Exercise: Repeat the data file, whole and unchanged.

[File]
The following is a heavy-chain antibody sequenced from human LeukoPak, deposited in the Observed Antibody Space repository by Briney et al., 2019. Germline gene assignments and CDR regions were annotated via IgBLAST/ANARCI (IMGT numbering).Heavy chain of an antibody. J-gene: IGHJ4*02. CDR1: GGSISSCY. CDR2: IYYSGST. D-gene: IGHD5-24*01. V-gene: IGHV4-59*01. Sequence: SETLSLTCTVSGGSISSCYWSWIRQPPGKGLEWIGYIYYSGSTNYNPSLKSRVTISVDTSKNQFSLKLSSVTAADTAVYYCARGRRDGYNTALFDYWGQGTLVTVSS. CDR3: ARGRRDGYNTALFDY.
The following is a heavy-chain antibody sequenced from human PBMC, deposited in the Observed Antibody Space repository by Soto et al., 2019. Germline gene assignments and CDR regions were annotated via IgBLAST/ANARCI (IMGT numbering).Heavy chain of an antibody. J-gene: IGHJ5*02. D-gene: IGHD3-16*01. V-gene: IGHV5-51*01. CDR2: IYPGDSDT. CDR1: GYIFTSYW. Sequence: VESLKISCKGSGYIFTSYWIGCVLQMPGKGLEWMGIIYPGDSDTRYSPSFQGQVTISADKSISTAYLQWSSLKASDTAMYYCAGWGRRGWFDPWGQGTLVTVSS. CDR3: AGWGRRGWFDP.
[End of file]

The following is a heavy-chain antibody sequenced from human LeukoPak, deposited in the Observed Antibody Space repository by Briney et al., 2019. Germline gene assignments and CDR regions were annotated via IgBLAST/ANARCI (IMGT numbering).Heavy chain of an antibody. J-gene: IGHJ4*02. CDR1: GGSISSCY. CDR2: IYYSGST. D-gene: IGHD5-24*01. V-gene: IGHV4-59*01. Sequence: SETLSLTCTVSGGSISSCYWSWIRQPPGKGLEWIGYIYYSGSTNYNPSLKSRVTISVDTSKNQFSLKLSSVTAADTAVYYCARGRRDGYNTALFDYWGQGTLVTVSS. CDR3: ARGRRDGYNTALFDY.
The following is a heavy-chain antibody sequenced from human PBMC, deposited in the Observed Antibody Space repository by Soto et al., 2019. Germline gene assignments and CDR regions were annotated via IgBLAST/ANARCI (IMGT numbering).Heavy chain of an antibody. J-gene: IGHJ5*02. D-gene: IGHD3-16*01. V-gene: IGHV5-51*01. CDR2: IYPGDSDT. CDR1: GYIFTSYW. Sequence: VESLKISCKGSGYIFTSYWIGCVLQMPGKGLEWMGIIYPGDSDTRYSPSFQGQVTISADKSISTAYLQWSSLKASDTAMYYCAGWGRRGWFDPWGQGTLVTVSS. CDR3: AGWGRRGWFDP.